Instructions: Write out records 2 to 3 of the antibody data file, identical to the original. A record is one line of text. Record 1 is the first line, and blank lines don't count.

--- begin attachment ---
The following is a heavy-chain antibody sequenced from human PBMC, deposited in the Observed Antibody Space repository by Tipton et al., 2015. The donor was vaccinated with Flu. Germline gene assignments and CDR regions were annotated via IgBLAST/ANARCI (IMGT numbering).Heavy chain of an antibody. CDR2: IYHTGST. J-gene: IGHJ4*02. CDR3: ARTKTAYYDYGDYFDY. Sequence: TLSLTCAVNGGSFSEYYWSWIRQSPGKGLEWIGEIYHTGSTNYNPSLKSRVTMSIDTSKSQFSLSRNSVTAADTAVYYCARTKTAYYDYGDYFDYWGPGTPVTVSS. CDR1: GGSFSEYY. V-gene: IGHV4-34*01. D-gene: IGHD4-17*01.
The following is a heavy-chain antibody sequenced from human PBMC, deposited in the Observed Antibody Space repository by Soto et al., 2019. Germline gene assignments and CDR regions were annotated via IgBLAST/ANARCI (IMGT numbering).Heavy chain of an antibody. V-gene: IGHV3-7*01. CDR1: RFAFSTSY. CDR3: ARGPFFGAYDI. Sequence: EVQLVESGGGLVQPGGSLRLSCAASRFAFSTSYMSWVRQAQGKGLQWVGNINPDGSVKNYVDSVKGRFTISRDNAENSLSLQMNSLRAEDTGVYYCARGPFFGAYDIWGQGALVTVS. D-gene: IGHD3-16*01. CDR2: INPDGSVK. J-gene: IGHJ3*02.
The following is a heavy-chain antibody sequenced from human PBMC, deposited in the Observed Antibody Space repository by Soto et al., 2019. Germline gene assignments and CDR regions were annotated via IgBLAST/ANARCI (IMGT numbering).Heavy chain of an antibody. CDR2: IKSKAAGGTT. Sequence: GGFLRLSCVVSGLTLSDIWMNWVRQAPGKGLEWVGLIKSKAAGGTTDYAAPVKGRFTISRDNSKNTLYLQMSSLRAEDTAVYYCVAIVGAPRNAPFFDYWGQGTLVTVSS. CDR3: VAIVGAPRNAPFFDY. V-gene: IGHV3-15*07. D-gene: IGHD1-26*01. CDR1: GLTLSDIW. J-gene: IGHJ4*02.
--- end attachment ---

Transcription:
The following is a heavy-chain antibody sequenced from human PBMC, deposited in the Observed Antibody Space repository by Soto et al., 2019. Germline gene assignments and CDR regions were annotated via IgBLAST/ANARCI (IMGT numbering).Heavy chain of an antibody. V-gene: IGHV3-7*01. CDR1: RFAFSTSY. CDR3: ARGPFFGAYDI. Sequence: EVQLVESGGGLVQPGGSLRLSCAASRFAFSTSYMSWVRQAQGKGLQWVGNINPDGSVKNYVDSVKGRFTISRDNAENSLSLQMNSLRAEDTGVYYCARGPFFGAYDIWGQGALVTVS. D-gene: IGHD3-16*01. CDR2: INPDGSVK. J-gene: IGHJ3*02.
The following is a heavy-chain antibody sequenced from human PBMC, deposited in the Observed Antibody Space repository by Soto et al., 2019. Germline gene assignments and CDR regions were annotated via IgBLAST/ANARCI (IMGT numbering).Heavy chain of an antibody. CDR2: IKSKAAGGTT. Sequence: GGFLRLSCVVSGLTLSDIWMNWVRQAPGKGLEWVGLIKSKAAGGTTDYAAPVKGRFTISRDNSKNTLYLQMSSLRAEDTAVYYCVAIVGAPRNAPFFDYWGQGTLVTVSS. CDR3: VAIVGAPRNAPFFDY. V-gene: IGHV3-15*07. D-gene: IGHD1-26*01. CDR1: GLTLSDIW. J-gene: IGHJ4*02.